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If investors were only reading fundamental economic news, they'd be running for the hills. But that's not the way this market rolls, for the worse the data, the better or bullish are markets. Of course, this is about the durability of QE from the Fed and other central banks. You might just as well put away the "taper caper" for now since the Fed isn't going to reduce asset purchases when economic data is this consistently dreadful. (Oh wait, I wrote this too soon. Fed Governor John Williams spoke, saying the Fed "may reduce QE this summer but that slowing QE wouldn't be tightening. Up is down, down is up. D'OH!!)
Thursday stocks shook off the crummy data early as the litany of economic reports, well, sucked. Market veterans take note; the chart below courtesy of Zero Hedge speaks volumes about the disconnect between economic data and market action:
Jobless Claims soared to 360K vs. 330K expected, and prior revised higher to 338K. Housing Starts dropped over 16% to 853K vs. 969K expected, and prior 1.036M. Meanwhile, Permits, which may never become "starts," rose to 1.01M vs. 945K expected, and prior 902K. The CPI showed continued deflation, -0.4% vs. -0.3% expected, and prior -0.2%, while the so-called "core" rate was modest at -0.1% vs. 0.2% expected, and prior 0.1%. Finally, the important Philly Fed Survey plunged to -5.2 vs. 2.2 expected, and prior 1.3. These reports followed on the heels of recessionary data from the eurozone Wednesday.
Earnings reports were mixed. Walmart (NYSE:WMT) was weak, Macy's (NYSE:M) beat and Kohls (NYSE:KSS) confused. Cisco (NASDAQ:CSCO) soundly beat earnings, allowing the networking sector (NYSEARCA:IGN) to rally sharply. Software (NYSEARCA:IGV), with the help of MSFT, a hedge fund favorite, gained. Watch today's quick video analyses of IGV here.
As noted, early in the day markets were barely higher but as the closing bell neared, selling hit the tape. It is "Options Expiration Friday" and some of this stuff can tentatively begin Thursday.
Equity markets sunk at the bell and leading sectors included too few to mention. Modest profit-taking hit throughout all market sectors. Bonds (NYSEARCA:TLT) rallied after seeing rotation-based selling throughout the week. The dollar (NYSEARCA:UUP) was flat overall, and gold's (NYSEARCA:GLD) persistent selling moderated only slightly.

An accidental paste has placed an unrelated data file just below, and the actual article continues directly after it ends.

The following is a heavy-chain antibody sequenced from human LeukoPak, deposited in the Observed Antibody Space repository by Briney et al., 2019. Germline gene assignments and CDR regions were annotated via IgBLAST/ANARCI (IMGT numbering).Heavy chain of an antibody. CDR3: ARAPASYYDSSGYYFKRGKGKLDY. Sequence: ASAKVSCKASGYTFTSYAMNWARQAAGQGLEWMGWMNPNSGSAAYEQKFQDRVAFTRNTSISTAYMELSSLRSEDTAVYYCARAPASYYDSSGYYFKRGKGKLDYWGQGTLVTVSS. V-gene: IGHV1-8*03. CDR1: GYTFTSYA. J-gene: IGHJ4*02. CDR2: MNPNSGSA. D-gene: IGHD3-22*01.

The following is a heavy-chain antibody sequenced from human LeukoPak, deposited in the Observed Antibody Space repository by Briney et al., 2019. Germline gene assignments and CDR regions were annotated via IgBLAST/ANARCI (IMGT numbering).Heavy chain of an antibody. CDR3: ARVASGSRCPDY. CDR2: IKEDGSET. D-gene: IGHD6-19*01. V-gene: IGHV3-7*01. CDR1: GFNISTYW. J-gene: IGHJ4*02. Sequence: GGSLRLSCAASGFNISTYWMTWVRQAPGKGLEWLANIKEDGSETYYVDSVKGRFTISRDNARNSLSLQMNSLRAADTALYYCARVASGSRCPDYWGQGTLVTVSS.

Volume was still light, and breadth per the WSJ was negative.
The NYMO is a market breadth indicator that is based on the difference between the number of advancing and declining issues on the NYSE. When readings are +60/-60, markets are extended short term.
The McClellan Summation Index is a long-term version of the McClellan Oscillator. It is a market breadth indicator, and interpretation is similar to that of the McClellan Oscillator, except that it is more suited to major trends. I believe readings of +1000/-1000 reveal markets as much extended.
The VIX is a widely used measure of market risk, and is often referred to as the "investor fear gauge." Our own interpretation is highlighted in the chart above. The VIX measures the level of put option activity over a 30-day period. Greater buying of put options (protection) causes the index to rise.
SPY 5 MINUTE
Friday is options expiration, and that might create some volatility.
Consumer Sentiment and Leading Indicators are also on tap.
By the way, for all you young folks, the image above is of the original "D'OH" guy (James Finlayson) from Laurel and Hardy days.
Let's see what happens.